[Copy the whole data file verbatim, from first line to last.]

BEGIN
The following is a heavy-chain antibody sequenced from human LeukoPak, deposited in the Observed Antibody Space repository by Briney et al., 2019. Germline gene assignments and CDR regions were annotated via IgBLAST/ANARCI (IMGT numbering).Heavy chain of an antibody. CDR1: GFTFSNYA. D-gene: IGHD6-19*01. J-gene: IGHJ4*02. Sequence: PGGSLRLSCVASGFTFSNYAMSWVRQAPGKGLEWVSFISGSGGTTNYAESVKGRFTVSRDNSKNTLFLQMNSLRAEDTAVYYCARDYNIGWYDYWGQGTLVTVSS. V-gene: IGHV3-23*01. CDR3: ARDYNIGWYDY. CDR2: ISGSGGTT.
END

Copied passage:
The following is a heavy-chain antibody sequenced from human LeukoPak, deposited in the Observed Antibody Space repository by Briney et al., 2019. Germline gene assignments and CDR regions were annotated via IgBLAST/ANARCI (IMGT numbering).Heavy chain of an antibody. CDR1: GFTFSNYA. D-gene: IGHD6-19*01. J-gene: IGHJ4*02. Sequence: PGGSLRLSCVASGFTFSNYAMSWVRQAPGKGLEWVSFISGSGGTTNYAESVKGRFTVSRDNSKNTLFLQMNSLRAEDTAVYYCARDYNIGWYDYWGQGTLVTVSS. V-gene: IGHV3-23*01. CDR3: ARDYNIGWYDY. CDR2: ISGSGGTT.